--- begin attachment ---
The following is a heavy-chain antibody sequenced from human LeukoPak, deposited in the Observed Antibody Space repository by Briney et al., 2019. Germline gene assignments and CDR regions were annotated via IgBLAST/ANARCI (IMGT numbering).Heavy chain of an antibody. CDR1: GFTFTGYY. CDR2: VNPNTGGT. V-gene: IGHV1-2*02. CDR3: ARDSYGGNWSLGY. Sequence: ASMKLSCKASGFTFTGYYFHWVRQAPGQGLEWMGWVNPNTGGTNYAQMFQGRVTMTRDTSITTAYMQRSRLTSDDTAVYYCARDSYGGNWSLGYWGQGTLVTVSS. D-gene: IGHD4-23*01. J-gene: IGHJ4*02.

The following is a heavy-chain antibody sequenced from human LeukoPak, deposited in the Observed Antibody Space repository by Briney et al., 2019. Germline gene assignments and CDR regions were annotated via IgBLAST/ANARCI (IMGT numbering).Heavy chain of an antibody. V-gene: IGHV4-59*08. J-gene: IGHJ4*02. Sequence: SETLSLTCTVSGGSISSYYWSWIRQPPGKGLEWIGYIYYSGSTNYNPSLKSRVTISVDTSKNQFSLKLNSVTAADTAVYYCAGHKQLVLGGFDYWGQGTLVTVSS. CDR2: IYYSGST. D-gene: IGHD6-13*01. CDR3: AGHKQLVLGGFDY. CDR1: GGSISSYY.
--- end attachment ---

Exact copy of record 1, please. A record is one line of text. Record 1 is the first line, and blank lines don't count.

The following is a heavy-chain antibody sequenced from human LeukoPak, deposited in the Observed Antibody Space repository by Briney et al., 2019. Germline gene assignments and CDR regions were annotated via IgBLAST/ANARCI (IMGT numbering).Heavy chain of an antibody. CDR1: GFTFTGYY. CDR2: VNPNTGGT. V-gene: IGHV1-2*02. CDR3: ARDSYGGNWSLGY. Sequence: ASMKLSCKASGFTFTGYYFHWVRQAPGQGLEWMGWVNPNTGGTNYAQMFQGRVTMTRDTSITTAYMQRSRLTSDDTAVYYCARDSYGGNWSLGYWGQGTLVTVSS. D-gene: IGHD4-23*01. J-gene: IGHJ4*02.